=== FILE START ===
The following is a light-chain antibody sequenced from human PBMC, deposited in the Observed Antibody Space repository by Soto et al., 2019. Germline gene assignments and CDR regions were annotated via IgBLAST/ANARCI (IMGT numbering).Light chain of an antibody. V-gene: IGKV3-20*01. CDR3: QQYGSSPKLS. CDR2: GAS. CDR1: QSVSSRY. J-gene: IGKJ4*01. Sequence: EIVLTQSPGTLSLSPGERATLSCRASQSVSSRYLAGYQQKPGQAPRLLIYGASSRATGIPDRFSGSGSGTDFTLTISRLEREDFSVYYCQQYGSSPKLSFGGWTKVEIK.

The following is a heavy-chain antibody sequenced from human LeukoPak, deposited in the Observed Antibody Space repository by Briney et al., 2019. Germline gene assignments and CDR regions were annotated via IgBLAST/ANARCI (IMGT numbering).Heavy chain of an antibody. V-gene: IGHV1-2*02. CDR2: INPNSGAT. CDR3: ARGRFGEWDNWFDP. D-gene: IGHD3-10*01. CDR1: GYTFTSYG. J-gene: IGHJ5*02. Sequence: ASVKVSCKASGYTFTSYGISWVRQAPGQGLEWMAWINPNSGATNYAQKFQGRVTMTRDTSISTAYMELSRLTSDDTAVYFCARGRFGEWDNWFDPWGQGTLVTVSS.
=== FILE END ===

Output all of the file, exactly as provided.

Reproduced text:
The following is a light-chain antibody sequenced from human PBMC, deposited in the Observed Antibody Space repository by Soto et al., 2019. Germline gene assignments and CDR regions were annotated via IgBLAST/ANARCI (IMGT numbering).Light chain of an antibody. V-gene: IGKV3-20*01. CDR3: QQYGSSPKLS. CDR2: GAS. CDR1: QSVSSRY. J-gene: IGKJ4*01. Sequence: EIVLTQSPGTLSLSPGERATLSCRASQSVSSRYLAGYQQKPGQAPRLLIYGASSRATGIPDRFSGSGSGTDFTLTISRLEREDFSVYYCQQYGSSPKLSFGGWTKVEIK.

The following is a heavy-chain antibody sequenced from human LeukoPak, deposited in the Observed Antibody Space repository by Briney et al., 2019. Germline gene assignments and CDR regions were annotated via IgBLAST/ANARCI (IMGT numbering).Heavy chain of an antibody. V-gene: IGHV1-2*02. CDR2: INPNSGAT. CDR3: ARGRFGEWDNWFDP. D-gene: IGHD3-10*01. CDR1: GYTFTSYG. J-gene: IGHJ5*02. Sequence: ASVKVSCKASGYTFTSYGISWVRQAPGQGLEWMAWINPNSGATNYAQKFQGRVTMTRDTSISTAYMELSRLTSDDTAVYFCARGRFGEWDNWFDPWGQGTLVTVSS.